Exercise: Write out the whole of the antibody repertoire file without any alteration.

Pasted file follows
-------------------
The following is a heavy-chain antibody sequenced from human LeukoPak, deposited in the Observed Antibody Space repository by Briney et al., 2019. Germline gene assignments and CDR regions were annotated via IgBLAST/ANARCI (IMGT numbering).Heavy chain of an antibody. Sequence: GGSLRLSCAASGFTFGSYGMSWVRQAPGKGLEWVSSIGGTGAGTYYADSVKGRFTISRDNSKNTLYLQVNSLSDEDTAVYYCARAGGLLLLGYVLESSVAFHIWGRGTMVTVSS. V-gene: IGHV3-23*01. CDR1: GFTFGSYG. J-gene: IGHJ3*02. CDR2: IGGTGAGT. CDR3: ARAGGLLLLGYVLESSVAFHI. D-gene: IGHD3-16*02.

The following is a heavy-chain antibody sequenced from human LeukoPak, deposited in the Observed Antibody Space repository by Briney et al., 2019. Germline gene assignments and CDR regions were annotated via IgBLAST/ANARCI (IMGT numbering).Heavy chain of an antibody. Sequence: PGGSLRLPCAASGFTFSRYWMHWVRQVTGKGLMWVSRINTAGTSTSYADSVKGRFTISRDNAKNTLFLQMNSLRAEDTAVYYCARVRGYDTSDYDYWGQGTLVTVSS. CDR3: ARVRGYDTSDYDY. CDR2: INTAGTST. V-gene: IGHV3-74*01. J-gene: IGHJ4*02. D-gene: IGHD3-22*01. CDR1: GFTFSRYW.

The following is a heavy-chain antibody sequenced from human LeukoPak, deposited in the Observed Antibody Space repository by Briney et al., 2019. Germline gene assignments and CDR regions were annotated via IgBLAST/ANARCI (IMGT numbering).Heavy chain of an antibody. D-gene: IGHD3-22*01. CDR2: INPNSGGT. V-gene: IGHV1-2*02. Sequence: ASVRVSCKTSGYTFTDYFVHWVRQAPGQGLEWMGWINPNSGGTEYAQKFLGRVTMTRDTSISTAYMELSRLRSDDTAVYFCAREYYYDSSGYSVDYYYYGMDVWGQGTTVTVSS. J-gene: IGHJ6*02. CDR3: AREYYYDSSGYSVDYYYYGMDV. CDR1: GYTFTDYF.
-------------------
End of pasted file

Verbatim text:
The following is a heavy-chain antibody sequenced from human LeukoPak, deposited in the Observed Antibody Space repository by Briney et al., 2019. Germline gene assignments and CDR regions were annotated via IgBLAST/ANARCI (IMGT numbering).Heavy chain of an antibody. Sequence: GGSLRLSCAASGFTFGSYGMSWVRQAPGKGLEWVSSIGGTGAGTYYADSVKGRFTISRDNSKNTLYLQVNSLSDEDTAVYYCARAGGLLLLGYVLESSVAFHIWGRGTMVTVSS. V-gene: IGHV3-23*01. CDR1: GFTFGSYG. J-gene: IGHJ3*02. CDR2: IGGTGAGT. CDR3: ARAGGLLLLGYVLESSVAFHI. D-gene: IGHD3-16*02.

The following is a heavy-chain antibody sequenced from human LeukoPak, deposited in the Observed Antibody Space repository by Briney et al., 2019. Germline gene assignments and CDR regions were annotated via IgBLAST/ANARCI (IMGT numbering).Heavy chain of an antibody. Sequence: PGGSLRLPCAASGFTFSRYWMHWVRQVTGKGLMWVSRINTAGTSTSYADSVKGRFTISRDNAKNTLFLQMNSLRAEDTAVYYCARVRGYDTSDYDYWGQGTLVTVSS. CDR3: ARVRGYDTSDYDY. CDR2: INTAGTST. V-gene: IGHV3-74*01. J-gene: IGHJ4*02. D-gene: IGHD3-22*01. CDR1: GFTFSRYW.

The following is a heavy-chain antibody sequenced from human LeukoPak, deposited in the Observed Antibody Space repository by Briney et al., 2019. Germline gene assignments and CDR regions were annotated via IgBLAST/ANARCI (IMGT numbering).Heavy chain of an antibody. D-gene: IGHD3-22*01. CDR2: INPNSGGT. V-gene: IGHV1-2*02. Sequence: ASVRVSCKTSGYTFTDYFVHWVRQAPGQGLEWMGWINPNSGGTEYAQKFLGRVTMTRDTSISTAYMELSRLRSDDTAVYFCAREYYYDSSGYSVDYYYYGMDVWGQGTTVTVSS. J-gene: IGHJ6*02. CDR3: AREYYYDSSGYSVDYYYYGMDV. CDR1: GYTFTDYF.